I was using Thunderbird (15 or 24, turned out not to matter) as my email program on Windows 7. I had been using it without problems. I changed my password on Hotmail, and suddenly Thunderbird was no longer able to download messages from Hotmail. Instead, I joined others who started getting this error message:
Sending of password did not succeed. Mail server pop-mail.outlook.com responded: authentication failed
I got that particular message because I had taken Microsoft’s advice to replace my original “pop3.live.com” server (in Thunderbird account settings; outgoing server smtp.live.com) with this pop-mail.outlook.com alternative. Previously (for those who are searching for that alternative) the message was
Sending of password did not succeed. Mail server pop3.live.com responded: authentication failed
When I clicked OK on that dialog, Thunderbird said this:
Login to server pop-mail.outlook.com failed.
Login to server pop3.live.com failed.
If I clicked “Retry” or “Enter New Password,” I would just get that dialog over again. If I clicked Cancel and then went into Thunderbird’s Tools > Options > Security > Passwords tab > Saved Passwords > Show Passwords, I could see that it had the right password. At first, I saw it was saving the password with the previous pop3 setting, but removing that entry and retrying didn’t change anything; the message would come back all the same.
To fix this, I tried everything. I moved my profile and various Thunderbird files around; I created a new profile; I uninstalled and reinstalled Thunderbird. I saw that the thing hadn’t completely uninstalled, so I followed advice on how to really uninstall Thunderbird. I made sure I wasn’t using a password longer than 16 characters; I changed passwords; then I changed again to a password consisting solely of alphanumeric characters. I rebooted, did Windows Update, ran registry cleaning utilities, rebooted again, etc. After wasting hours with nothing accomplished other than some scrambling of my saved emails, I gave up, bit the bullet, and tried installing Outlook as an alternative email client.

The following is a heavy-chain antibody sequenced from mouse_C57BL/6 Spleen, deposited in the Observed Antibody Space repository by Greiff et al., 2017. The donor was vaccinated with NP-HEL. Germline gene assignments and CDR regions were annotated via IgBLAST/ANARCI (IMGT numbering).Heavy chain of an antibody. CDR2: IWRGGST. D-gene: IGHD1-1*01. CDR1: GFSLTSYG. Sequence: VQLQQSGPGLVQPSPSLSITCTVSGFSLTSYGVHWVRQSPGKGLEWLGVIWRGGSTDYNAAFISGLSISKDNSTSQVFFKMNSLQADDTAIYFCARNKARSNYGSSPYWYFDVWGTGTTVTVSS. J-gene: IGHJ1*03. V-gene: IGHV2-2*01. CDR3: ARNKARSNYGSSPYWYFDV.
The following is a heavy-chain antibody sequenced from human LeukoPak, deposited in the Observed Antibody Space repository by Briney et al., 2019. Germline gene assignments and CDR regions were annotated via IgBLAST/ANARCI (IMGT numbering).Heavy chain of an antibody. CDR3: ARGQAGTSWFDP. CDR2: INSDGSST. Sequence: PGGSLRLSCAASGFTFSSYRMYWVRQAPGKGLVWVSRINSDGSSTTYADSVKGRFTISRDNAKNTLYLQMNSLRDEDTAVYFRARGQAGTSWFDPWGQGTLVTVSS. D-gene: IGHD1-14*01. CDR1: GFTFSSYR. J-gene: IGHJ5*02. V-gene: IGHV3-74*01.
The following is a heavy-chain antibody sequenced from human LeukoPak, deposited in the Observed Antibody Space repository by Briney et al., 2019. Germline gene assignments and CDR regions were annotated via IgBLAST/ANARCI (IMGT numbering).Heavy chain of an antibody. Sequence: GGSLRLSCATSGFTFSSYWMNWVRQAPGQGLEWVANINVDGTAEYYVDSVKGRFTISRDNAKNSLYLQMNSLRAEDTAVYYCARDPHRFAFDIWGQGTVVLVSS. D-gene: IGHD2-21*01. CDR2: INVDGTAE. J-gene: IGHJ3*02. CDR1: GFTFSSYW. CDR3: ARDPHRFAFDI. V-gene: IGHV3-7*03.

Then an odd thing happened: I was also unable to get Outlook to accept my Hotmail account name and password. It appeared that the problem might not be with Thunderbird alone. Then again, it wasn’t exactly a problem with Hotmail per se; I was still able to log into Hotmail.com (actually, mail.live.com) on my web browser. It seemed, rather, to be a matter of the interface, somehow, between Hotmail.com and the email client program.
One site said that it could be a problem if my email program was checking for new messages more than once every ten minutes. I went into Tools > Account Settings > Hotmail Server Settings and changed it from the default “Check for new messages every 1 minutes” to be 10 minutes instead. I gave it an hour, but no joy: Thunderbird had still not downloaded the messages that I could see sitting in my Hotmail Inbox on the web browser, and File > Get New Messages For > Hotmail still gave me the same error message. Anyway, I would think I would get the error message
The STAT command did not succeed. Error getting message number and sizes. Mail server pop3.live.com responded: Exceeded the login limit for a 15 minute period. Reduce the frequency of requests to the POP3 server.
if I were really overdoing it. So that didn’t seem to be the explanation. Taking another suggestion, I downloaded and ran the portable version of Thunderbird. But when I got to the point of configuring the Hotmail account, upon clicking the “Done” button, I got the same error I had seen before:
Configuration could not be verified — is the username or password wrong?
A search on that message led nowhere in particular. Looking at the dialog containing that error, once again I clicked on the Advanced Config button, but that just took me to the same old Settings dialog. Someone suggested turning off my antivirus program’s scanning of incoming email messages, but that made no difference.
A thread made me wonder whether the problem was that I had set up two-step verification on Hotmail. I had kind of forgotten about that. In the Hotmail webpage in my browser, I went into the settings icon (shaped like a gear) > Options > Account Details > Edit security info > Turn off two-step verification. (In the more recent version of Hotmail, I think the sequence would begin with Settings (gear) > Options > Security & privacy > More security settings > Obtain and enter a code if required.)
And, wow. That was it. That was the problem. Email messsages immediately came cascading into my T-bird inbox. Problem solved!
Note: subsequent discussion (see Comments, below) indicates that Hotmail may offer some users another approach.